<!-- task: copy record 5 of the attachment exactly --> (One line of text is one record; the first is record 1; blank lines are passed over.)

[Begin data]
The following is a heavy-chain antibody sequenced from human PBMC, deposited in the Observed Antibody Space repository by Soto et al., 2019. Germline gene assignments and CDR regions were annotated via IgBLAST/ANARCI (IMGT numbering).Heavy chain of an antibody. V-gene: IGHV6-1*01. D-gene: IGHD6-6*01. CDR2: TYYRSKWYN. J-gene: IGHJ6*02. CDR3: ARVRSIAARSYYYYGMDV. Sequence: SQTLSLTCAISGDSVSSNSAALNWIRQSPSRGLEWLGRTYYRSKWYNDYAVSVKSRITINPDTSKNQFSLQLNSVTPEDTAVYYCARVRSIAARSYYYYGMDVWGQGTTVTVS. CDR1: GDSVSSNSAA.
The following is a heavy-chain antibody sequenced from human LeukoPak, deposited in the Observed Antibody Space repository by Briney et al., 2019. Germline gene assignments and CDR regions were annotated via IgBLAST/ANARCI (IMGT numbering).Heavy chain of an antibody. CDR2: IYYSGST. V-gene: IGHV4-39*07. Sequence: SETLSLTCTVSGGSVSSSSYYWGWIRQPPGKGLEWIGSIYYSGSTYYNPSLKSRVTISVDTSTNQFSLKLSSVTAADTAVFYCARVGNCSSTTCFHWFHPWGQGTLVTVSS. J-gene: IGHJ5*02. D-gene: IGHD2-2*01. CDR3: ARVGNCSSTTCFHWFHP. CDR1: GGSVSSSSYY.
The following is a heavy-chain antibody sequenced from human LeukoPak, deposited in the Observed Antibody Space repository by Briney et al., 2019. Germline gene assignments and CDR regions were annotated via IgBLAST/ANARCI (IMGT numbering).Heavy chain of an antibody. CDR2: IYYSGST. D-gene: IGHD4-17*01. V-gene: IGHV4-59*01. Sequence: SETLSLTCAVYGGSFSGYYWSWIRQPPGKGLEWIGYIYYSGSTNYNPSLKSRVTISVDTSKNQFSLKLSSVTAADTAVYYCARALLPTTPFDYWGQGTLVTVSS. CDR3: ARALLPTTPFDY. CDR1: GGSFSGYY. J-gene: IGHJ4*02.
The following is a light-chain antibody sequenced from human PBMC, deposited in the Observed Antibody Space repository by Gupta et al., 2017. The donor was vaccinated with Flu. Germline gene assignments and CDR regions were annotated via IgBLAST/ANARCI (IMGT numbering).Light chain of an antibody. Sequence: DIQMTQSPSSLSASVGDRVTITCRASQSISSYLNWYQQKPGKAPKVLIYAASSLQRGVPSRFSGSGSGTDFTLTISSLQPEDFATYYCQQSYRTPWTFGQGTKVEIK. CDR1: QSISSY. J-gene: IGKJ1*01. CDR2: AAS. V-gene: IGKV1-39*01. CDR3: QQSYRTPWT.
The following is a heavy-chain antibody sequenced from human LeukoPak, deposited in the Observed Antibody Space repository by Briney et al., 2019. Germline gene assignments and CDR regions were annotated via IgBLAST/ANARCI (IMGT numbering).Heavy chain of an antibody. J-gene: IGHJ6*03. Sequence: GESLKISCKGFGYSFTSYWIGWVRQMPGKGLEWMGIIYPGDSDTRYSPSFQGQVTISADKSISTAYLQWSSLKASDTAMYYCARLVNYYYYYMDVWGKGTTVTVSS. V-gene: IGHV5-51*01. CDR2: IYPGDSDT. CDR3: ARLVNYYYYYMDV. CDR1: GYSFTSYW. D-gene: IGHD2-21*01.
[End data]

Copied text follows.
The following is a heavy-chain antibody sequenced from human LeukoPak, deposited in the Observed Antibody Space repository by Briney et al., 2019. Germline gene assignments and CDR regions were annotated via IgBLAST/ANARCI (IMGT numbering).Heavy chain of an antibody. J-gene: IGHJ6*03. Sequence: GESLKISCKGFGYSFTSYWIGWVRQMPGKGLEWMGIIYPGDSDTRYSPSFQGQVTISADKSISTAYLQWSSLKASDTAMYYCARLVNYYYYYMDVWGKGTTVTVSS. V-gene: IGHV5-51*01. CDR2: IYPGDSDT. CDR3: ARLVNYYYYYMDV. CDR1: GYSFTSYW. D-gene: IGHD2-21*01.